To the high­est bid­der

The Central Voice - - Editorial -

You’re worth money. Never for­get that.

And com­pa­nies are go­ing to sell you — or, at least, they’re go­ing to sell your data. Where you live. How and where you drive. What you spend money on. What your so­cial me­dia in­ter­ests are.

Just over a week ago in this space, we wrote about the way Sta­tis­tics Canada wanted to look at Cana­dian bank records.

But Sta­tis­tics Canada is only the tip of the ice­berg.

Tons of things that we use have soft­ware, and of­ten, we don’t own that soft­ware. We use it as li­censees, and buried deep in our li­cence agree­ments are the myr­iad of ways that soft­ware own­ers want to use and “mon­e­tize” (or sell) de­tails about what we use and how we spend.

Right now, Ford gets 35 per cent of its rev­enues not from build­ing and sell­ing cars and trucks, but from fi­nanc­ing them. And that fi­nanc­ing arm has its own pool of data.

And that data is big money. Think about this: ear­lier this month, Ford chief ex­ec­u­tive of­fi­cer Jim Hack­ett told an in­ter­viewer that his com­pany sees the rafts of data it col­lects from ve­hi­cle and fi­nan­cial in­for­ma­tion as a new way for the au­tomaker to make money. The Detroit Free Press re­ported on the is­sue, us­ing a tran­script from a Frea­k­nomics Ra­dio pod­cast.

“We have 100 mil­lion peo­ple in ve­hi­cles to­day that are sit­ting in Ford blue-oval ve­hi­cles. That’s the case for mon­e­tiz­ing op­por­tu­nity ver­sus an up­start who maybe has, I don’t know, what, they got 120, or 200,000 ve­hi­cles in place now. And so just com­pare the two stacks: which one would you like to have the data from?” Hack­ett said.

But soft­ware-based data is only part of the mar­ketable ma­te­rial. Right now, Ford gets 35 per cent of its rev­enues not from build­ing and sell­ing cars and trucks, but from fi­nanc­ing them. And that fi­nanc­ing arm has its own pool of data.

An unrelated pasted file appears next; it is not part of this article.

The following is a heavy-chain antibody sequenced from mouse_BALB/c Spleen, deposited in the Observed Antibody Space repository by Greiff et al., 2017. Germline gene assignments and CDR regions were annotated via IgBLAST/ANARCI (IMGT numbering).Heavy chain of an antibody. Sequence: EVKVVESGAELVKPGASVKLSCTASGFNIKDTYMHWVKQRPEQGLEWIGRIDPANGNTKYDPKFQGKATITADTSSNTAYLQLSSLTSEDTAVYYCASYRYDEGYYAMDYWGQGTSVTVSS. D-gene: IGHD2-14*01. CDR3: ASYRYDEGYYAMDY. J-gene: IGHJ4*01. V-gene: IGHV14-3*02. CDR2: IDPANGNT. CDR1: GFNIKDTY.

“We al­ready know and have data on our cus­tomers. By the way, we pro­tect this se­curely; they trust us. … We know what peo­ple make. How do we know that? It’s be­cause they bor­row money from us. And when you ask some­body what they make, we know where they work, you know. We know if they’re mar­ried. We know how long they’ve lived in their house be­cause these are all on the credit ap­pli­ca­tions. We’ve never ever been chal­lenged on how we use that. And that’s the lever­age we got here with the data.”

Think about that: data is the per­fect thing to in­crease cash flow. It doesn’t have the re­search and de­vel­op­ment ex­penses in­volved with, say, build­ing the per­fect elec­tric car.

To be clear: this is the Amer­i­can par­ent com­pany. Dif­fer­ent na­tions have dif­fer­ent rules about how data can be col­lected and used.

But those rules can change if you don’t take the time to pay at­ten­tion to your own in­ter­ests, and to what your gov­ern­ment in­tends to do with your dig­i­tal rights.

Get en­light­ened about data, or be­come a com­mod­ity.

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